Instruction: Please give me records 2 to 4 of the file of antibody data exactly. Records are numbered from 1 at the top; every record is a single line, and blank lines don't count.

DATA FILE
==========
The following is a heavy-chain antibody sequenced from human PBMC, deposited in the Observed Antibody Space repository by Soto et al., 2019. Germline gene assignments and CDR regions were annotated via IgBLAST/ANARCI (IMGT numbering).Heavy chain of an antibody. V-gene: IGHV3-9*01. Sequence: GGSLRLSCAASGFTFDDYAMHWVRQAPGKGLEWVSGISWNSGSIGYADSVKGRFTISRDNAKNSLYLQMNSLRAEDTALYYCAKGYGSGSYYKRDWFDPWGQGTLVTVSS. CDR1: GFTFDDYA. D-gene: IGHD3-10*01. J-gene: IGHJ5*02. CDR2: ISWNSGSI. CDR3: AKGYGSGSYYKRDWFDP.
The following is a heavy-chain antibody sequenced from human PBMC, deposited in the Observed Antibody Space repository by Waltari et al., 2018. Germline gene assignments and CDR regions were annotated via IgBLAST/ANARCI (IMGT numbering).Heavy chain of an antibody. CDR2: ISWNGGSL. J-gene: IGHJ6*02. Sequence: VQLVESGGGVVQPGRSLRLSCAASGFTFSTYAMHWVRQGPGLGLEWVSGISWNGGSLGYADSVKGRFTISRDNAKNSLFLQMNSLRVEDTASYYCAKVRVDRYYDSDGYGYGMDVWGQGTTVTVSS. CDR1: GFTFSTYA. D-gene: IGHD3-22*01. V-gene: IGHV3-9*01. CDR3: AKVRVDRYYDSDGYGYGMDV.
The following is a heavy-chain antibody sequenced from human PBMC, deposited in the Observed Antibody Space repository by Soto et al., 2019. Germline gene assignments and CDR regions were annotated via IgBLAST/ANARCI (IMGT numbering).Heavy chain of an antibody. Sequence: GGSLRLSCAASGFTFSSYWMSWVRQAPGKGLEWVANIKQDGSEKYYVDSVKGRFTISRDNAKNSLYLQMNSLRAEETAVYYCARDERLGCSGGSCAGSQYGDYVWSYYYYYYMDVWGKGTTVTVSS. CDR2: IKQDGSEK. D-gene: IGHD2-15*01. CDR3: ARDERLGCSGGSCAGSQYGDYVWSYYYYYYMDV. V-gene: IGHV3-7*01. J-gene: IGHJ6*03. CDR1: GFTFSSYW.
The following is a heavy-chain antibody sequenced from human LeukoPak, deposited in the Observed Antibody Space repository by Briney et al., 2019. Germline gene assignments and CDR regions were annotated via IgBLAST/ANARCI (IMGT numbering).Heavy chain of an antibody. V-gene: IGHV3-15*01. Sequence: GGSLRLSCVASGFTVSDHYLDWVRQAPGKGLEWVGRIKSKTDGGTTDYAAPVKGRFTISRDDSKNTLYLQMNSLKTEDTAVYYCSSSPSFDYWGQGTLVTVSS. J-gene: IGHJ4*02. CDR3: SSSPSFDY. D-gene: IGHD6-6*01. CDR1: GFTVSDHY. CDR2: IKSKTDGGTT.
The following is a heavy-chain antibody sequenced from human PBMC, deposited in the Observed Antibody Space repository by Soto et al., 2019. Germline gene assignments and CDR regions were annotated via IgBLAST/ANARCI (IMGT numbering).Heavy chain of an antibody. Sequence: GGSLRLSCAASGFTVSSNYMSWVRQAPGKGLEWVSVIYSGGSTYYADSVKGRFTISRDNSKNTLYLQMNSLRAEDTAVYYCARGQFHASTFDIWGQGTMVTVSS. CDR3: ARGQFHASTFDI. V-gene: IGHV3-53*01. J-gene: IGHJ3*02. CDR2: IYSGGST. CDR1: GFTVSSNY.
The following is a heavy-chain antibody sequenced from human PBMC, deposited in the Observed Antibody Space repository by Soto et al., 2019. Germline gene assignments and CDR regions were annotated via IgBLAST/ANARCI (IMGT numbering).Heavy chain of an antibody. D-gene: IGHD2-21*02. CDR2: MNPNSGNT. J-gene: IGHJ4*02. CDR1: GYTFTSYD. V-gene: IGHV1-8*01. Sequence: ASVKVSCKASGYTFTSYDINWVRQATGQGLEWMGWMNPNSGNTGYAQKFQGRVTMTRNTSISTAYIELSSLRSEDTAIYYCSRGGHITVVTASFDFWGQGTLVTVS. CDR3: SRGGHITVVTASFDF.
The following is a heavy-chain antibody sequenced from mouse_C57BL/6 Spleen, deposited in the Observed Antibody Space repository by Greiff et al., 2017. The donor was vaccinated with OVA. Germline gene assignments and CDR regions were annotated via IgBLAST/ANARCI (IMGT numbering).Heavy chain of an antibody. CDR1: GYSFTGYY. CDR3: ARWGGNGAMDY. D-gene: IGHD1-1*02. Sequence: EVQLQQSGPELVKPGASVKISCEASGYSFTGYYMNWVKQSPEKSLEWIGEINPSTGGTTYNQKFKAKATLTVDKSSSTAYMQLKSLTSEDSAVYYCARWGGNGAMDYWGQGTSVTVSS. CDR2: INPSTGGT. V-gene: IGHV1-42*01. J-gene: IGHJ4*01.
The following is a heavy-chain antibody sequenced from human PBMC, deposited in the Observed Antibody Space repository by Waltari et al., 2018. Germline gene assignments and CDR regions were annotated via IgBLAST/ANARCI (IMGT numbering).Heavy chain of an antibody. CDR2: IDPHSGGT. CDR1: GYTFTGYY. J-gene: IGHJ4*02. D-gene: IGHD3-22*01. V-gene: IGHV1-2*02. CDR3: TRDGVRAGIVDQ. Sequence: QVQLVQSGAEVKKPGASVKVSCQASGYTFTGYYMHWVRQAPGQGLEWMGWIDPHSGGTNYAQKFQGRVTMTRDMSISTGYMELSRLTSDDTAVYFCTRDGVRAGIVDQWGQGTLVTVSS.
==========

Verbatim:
The following is a heavy-chain antibody sequenced from human PBMC, deposited in the Observed Antibody Space repository by Waltari et al., 2018. Germline gene assignments and CDR regions were annotated via IgBLAST/ANARCI (IMGT numbering).Heavy chain of an antibody. CDR2: ISWNGGSL. J-gene: IGHJ6*02. Sequence: VQLVESGGGVVQPGRSLRLSCAASGFTFSTYAMHWVRQGPGLGLEWVSGISWNGGSLGYADSVKGRFTISRDNAKNSLFLQMNSLRVEDTASYYCAKVRVDRYYDSDGYGYGMDVWGQGTTVTVSS. CDR1: GFTFSTYA. D-gene: IGHD3-22*01. V-gene: IGHV3-9*01. CDR3: AKVRVDRYYDSDGYGYGMDV.
The following is a heavy-chain antibody sequenced from human PBMC, deposited in the Observed Antibody Space repository by Soto et al., 2019. Germline gene assignments and CDR regions were annotated via IgBLAST/ANARCI (IMGT numbering).Heavy chain of an antibody. Sequence: GGSLRLSCAASGFTFSSYWMSWVRQAPGKGLEWVANIKQDGSEKYYVDSVKGRFTISRDNAKNSLYLQMNSLRAEETAVYYCARDERLGCSGGSCAGSQYGDYVWSYYYYYYMDVWGKGTTVTVSS. CDR2: IKQDGSEK. D-gene: IGHD2-15*01. CDR3: ARDERLGCSGGSCAGSQYGDYVWSYYYYYYMDV. V-gene: IGHV3-7*01. J-gene: IGHJ6*03. CDR1: GFTFSSYW.
The following is a heavy-chain antibody sequenced from human LeukoPak, deposited in the Observed Antibody Space repository by Briney et al., 2019. Germline gene assignments and CDR regions were annotated via IgBLAST/ANARCI (IMGT numbering).Heavy chain of an antibody. V-gene: IGHV3-15*01. Sequence: GGSLRLSCVASGFTVSDHYLDWVRQAPGKGLEWVGRIKSKTDGGTTDYAAPVKGRFTISRDDSKNTLYLQMNSLKTEDTAVYYCSSSPSFDYWGQGTLVTVSS. J-gene: IGHJ4*02. CDR3: SSSPSFDY. D-gene: IGHD6-6*01. CDR1: GFTVSDHY. CDR2: IKSKTDGGTT.